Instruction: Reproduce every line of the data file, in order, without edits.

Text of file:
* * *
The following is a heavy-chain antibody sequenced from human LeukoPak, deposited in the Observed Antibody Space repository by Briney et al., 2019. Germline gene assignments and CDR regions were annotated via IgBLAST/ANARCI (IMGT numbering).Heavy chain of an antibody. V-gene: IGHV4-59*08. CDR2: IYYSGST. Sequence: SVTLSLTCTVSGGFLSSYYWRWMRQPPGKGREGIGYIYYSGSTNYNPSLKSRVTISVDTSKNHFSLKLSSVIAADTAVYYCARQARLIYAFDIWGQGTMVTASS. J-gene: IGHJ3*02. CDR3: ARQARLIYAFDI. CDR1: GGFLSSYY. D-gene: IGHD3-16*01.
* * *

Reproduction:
The following is a heavy-chain antibody sequenced from human LeukoPak, deposited in the Observed Antibody Space repository by Briney et al., 2019. Germline gene assignments and CDR regions were annotated via IgBLAST/ANARCI (IMGT numbering).Heavy chain of an antibody. V-gene: IGHV4-59*08. CDR2: IYYSGST. Sequence: SVTLSLTCTVSGGFLSSYYWRWMRQPPGKGREGIGYIYYSGSTNYNPSLKSRVTISVDTSKNHFSLKLSSVIAADTAVYYCARQARLIYAFDIWGQGTMVTASS. J-gene: IGHJ3*02. CDR3: ARQARLIYAFDI. CDR1: GGFLSSYY. D-gene: IGHD3-16*01.